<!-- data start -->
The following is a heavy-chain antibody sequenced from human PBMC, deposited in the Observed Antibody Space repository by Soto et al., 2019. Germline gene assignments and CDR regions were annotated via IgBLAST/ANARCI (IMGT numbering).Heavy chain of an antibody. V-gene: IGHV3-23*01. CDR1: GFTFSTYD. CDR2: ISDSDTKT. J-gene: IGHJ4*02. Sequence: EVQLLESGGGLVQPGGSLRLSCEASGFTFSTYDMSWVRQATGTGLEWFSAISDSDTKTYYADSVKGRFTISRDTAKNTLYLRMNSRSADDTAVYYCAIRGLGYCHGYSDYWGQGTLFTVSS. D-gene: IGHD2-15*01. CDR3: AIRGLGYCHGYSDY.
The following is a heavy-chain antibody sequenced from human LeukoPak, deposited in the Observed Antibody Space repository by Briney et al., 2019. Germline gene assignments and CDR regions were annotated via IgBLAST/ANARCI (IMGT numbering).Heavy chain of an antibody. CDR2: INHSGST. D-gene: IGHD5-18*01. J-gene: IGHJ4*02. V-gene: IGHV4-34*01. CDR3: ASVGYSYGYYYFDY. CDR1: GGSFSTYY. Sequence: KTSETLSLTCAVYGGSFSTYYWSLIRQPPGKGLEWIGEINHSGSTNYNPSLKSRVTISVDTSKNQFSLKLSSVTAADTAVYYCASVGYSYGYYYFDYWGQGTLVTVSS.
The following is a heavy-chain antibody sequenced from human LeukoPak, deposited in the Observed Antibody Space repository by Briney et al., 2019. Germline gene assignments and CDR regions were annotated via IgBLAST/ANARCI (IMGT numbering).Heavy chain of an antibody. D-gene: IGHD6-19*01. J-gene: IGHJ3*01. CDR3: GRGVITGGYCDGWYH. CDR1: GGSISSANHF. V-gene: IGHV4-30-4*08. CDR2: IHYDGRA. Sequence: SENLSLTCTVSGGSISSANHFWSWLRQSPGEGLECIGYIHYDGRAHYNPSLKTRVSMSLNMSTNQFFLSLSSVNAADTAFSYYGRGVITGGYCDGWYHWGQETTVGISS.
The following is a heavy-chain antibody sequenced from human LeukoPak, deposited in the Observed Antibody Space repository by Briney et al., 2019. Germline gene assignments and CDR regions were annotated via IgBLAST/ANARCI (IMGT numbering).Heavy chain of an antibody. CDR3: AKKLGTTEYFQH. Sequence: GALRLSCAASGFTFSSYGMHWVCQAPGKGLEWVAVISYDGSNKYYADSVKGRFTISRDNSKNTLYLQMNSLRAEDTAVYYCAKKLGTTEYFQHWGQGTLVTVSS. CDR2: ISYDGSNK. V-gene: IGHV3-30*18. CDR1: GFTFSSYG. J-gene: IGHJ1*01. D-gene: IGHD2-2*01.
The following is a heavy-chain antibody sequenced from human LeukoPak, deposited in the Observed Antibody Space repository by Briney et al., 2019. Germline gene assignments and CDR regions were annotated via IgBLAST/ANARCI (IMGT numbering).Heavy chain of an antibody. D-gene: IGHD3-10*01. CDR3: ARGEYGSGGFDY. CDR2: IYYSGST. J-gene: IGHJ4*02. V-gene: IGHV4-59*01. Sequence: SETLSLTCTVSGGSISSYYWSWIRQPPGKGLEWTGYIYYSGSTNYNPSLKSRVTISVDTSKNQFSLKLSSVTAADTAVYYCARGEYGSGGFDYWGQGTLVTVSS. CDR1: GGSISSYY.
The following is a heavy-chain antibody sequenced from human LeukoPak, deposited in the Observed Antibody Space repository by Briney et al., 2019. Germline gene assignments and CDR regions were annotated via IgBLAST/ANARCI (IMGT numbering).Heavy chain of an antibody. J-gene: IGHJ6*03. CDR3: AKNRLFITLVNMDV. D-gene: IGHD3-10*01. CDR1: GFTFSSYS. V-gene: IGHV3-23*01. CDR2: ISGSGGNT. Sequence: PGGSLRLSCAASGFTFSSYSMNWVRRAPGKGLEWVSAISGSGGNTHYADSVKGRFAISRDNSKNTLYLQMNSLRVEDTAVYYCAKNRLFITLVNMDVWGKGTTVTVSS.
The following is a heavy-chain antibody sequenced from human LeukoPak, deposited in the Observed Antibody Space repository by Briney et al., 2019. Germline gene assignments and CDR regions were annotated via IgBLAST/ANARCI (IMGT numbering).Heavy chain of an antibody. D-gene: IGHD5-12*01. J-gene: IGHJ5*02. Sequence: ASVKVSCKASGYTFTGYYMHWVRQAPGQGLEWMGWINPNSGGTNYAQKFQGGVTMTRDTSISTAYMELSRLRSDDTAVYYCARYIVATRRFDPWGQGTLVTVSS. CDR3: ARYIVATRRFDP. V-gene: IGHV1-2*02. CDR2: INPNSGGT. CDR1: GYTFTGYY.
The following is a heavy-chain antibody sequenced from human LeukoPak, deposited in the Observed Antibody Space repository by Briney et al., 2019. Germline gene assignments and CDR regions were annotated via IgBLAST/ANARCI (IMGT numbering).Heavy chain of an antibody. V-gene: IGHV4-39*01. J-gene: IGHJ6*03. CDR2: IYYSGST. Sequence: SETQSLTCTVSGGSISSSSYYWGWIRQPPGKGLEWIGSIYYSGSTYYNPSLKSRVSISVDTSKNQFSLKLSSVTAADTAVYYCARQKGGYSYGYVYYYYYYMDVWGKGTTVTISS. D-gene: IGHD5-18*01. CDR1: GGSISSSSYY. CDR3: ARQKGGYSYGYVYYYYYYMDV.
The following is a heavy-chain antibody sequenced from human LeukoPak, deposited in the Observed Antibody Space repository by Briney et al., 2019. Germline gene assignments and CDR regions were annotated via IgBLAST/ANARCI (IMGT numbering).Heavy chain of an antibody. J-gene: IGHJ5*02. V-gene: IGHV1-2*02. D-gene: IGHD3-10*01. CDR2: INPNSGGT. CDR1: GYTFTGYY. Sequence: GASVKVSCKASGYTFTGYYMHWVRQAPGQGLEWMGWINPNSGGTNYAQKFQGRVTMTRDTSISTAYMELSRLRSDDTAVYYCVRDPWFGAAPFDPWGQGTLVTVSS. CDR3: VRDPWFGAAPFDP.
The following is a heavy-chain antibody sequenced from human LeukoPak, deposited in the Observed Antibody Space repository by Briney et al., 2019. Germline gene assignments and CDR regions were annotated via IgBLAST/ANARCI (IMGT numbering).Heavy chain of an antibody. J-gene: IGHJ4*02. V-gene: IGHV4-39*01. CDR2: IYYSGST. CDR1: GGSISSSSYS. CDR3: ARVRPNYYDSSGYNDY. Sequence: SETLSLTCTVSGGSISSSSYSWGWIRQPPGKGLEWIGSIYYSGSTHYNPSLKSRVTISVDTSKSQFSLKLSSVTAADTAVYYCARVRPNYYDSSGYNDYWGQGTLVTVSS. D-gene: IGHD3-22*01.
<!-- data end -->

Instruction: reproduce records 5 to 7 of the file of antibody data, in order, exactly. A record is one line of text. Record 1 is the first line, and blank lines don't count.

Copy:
The following is a heavy-chain antibody sequenced from human LeukoPak, deposited in the Observed Antibody Space repository by Briney et al., 2019. Germline gene assignments and CDR regions were annotated via IgBLAST/ANARCI (IMGT numbering).Heavy chain of an antibody. D-gene: IGHD3-10*01. CDR3: ARGEYGSGGFDY. CDR2: IYYSGST. J-gene: IGHJ4*02. V-gene: IGHV4-59*01. Sequence: SETLSLTCTVSGGSISSYYWSWIRQPPGKGLEWTGYIYYSGSTNYNPSLKSRVTISVDTSKNQFSLKLSSVTAADTAVYYCARGEYGSGGFDYWGQGTLVTVSS. CDR1: GGSISSYY.
The following is a heavy-chain antibody sequenced from human LeukoPak, deposited in the Observed Antibody Space repository by Briney et al., 2019. Germline gene assignments and CDR regions were annotated via IgBLAST/ANARCI (IMGT numbering).Heavy chain of an antibody. J-gene: IGHJ6*03. CDR3: AKNRLFITLVNMDV. D-gene: IGHD3-10*01. CDR1: GFTFSSYS. V-gene: IGHV3-23*01. CDR2: ISGSGGNT. Sequence: PGGSLRLSCAASGFTFSSYSMNWVRRAPGKGLEWVSAISGSGGNTHYADSVKGRFAISRDNSKNTLYLQMNSLRVEDTAVYYCAKNRLFITLVNMDVWGKGTTVTVSS.
The following is a heavy-chain antibody sequenced from human LeukoPak, deposited in the Observed Antibody Space repository by Briney et al., 2019. Germline gene assignments and CDR regions were annotated via IgBLAST/ANARCI (IMGT numbering).Heavy chain of an antibody. D-gene: IGHD5-12*01. J-gene: IGHJ5*02. Sequence: ASVKVSCKASGYTFTGYYMHWVRQAPGQGLEWMGWINPNSGGTNYAQKFQGGVTMTRDTSISTAYMELSRLRSDDTAVYYCARYIVATRRFDPWGQGTLVTVSS. CDR3: ARYIVATRRFDP. V-gene: IGHV1-2*02. CDR2: INPNSGGT. CDR1: GYTFTGYY.